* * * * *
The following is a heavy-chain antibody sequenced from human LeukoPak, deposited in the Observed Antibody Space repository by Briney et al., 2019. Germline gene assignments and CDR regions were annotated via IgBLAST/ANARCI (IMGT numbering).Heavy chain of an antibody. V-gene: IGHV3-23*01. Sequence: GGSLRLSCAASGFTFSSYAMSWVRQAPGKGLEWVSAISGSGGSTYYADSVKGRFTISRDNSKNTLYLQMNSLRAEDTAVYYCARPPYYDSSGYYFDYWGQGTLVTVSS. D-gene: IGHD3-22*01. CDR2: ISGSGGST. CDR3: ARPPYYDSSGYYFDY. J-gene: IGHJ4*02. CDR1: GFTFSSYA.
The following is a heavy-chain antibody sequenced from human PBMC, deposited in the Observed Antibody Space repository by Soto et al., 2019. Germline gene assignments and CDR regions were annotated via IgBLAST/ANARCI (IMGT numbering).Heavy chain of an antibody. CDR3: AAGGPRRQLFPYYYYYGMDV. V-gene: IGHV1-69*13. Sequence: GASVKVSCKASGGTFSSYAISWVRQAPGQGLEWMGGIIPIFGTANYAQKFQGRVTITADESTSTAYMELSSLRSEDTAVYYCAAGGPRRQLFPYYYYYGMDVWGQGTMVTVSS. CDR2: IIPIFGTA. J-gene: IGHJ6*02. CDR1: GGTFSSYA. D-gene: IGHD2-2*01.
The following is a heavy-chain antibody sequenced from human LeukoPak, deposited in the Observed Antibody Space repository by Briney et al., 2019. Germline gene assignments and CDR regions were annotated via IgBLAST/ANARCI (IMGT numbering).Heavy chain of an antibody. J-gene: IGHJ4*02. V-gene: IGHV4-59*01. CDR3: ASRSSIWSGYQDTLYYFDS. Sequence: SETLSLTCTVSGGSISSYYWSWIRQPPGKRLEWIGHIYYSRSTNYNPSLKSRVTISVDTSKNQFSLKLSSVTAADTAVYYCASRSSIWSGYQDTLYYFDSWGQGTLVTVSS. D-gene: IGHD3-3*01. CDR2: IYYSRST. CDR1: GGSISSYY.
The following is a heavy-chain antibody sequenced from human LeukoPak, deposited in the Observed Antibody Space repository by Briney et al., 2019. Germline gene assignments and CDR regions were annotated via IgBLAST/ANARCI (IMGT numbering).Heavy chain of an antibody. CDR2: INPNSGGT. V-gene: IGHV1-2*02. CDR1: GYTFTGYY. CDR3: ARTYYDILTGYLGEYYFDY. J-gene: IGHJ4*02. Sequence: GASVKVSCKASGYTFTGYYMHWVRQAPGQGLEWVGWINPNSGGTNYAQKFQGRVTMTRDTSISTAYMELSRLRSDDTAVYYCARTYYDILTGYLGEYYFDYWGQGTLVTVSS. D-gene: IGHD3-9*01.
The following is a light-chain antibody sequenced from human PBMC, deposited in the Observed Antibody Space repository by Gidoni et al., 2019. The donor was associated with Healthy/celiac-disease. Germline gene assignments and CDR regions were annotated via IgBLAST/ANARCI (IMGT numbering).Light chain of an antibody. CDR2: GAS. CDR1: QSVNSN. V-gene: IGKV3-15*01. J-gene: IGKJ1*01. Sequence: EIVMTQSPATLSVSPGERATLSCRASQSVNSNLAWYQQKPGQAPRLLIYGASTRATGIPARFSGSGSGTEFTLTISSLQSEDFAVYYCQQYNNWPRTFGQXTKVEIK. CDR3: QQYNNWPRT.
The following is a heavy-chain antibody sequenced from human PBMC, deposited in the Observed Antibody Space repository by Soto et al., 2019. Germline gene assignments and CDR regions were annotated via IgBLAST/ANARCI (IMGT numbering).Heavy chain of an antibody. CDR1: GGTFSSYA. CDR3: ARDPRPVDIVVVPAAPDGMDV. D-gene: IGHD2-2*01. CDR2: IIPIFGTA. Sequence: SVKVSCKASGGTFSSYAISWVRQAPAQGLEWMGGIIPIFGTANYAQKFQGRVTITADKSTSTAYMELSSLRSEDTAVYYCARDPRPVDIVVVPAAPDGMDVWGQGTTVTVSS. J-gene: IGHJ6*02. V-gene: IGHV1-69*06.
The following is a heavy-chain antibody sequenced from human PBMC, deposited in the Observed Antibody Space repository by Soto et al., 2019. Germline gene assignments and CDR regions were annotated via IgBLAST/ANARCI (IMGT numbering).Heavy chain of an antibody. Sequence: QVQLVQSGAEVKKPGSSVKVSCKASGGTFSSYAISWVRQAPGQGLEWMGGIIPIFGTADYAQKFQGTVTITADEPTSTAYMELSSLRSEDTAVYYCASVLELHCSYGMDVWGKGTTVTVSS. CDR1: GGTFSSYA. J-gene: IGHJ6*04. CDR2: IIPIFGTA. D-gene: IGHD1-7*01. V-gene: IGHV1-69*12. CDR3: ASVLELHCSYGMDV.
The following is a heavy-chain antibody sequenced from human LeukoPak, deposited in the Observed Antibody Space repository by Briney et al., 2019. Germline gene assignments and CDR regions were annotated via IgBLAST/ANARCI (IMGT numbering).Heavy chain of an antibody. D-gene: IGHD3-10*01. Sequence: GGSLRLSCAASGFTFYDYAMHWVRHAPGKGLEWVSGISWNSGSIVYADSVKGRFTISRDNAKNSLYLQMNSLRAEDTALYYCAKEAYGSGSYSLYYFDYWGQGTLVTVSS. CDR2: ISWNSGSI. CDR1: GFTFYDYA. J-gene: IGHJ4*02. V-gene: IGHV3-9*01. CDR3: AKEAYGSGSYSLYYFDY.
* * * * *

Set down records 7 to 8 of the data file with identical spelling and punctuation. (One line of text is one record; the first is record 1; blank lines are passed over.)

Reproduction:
The following is a heavy-chain antibody sequenced from human PBMC, deposited in the Observed Antibody Space repository by Soto et al., 2019. Germline gene assignments and CDR regions were annotated via IgBLAST/ANARCI (IMGT numbering).Heavy chain of an antibody. Sequence: QVQLVQSGAEVKKPGSSVKVSCKASGGTFSSYAISWVRQAPGQGLEWMGGIIPIFGTADYAQKFQGTVTITADEPTSTAYMELSSLRSEDTAVYYCASVLELHCSYGMDVWGKGTTVTVSS. CDR1: GGTFSSYA. J-gene: IGHJ6*04. CDR2: IIPIFGTA. D-gene: IGHD1-7*01. V-gene: IGHV1-69*12. CDR3: ASVLELHCSYGMDV.
The following is a heavy-chain antibody sequenced from human LeukoPak, deposited in the Observed Antibody Space repository by Briney et al., 2019. Germline gene assignments and CDR regions were annotated via IgBLAST/ANARCI (IMGT numbering).Heavy chain of an antibody. D-gene: IGHD3-10*01. Sequence: GGSLRLSCAASGFTFYDYAMHWVRHAPGKGLEWVSGISWNSGSIVYADSVKGRFTISRDNAKNSLYLQMNSLRAEDTALYYCAKEAYGSGSYSLYYFDYWGQGTLVTVSS. CDR2: ISWNSGSI. CDR1: GFTFYDYA. J-gene: IGHJ4*02. V-gene: IGHV3-9*01. CDR3: AKEAYGSGSYSLYYFDY.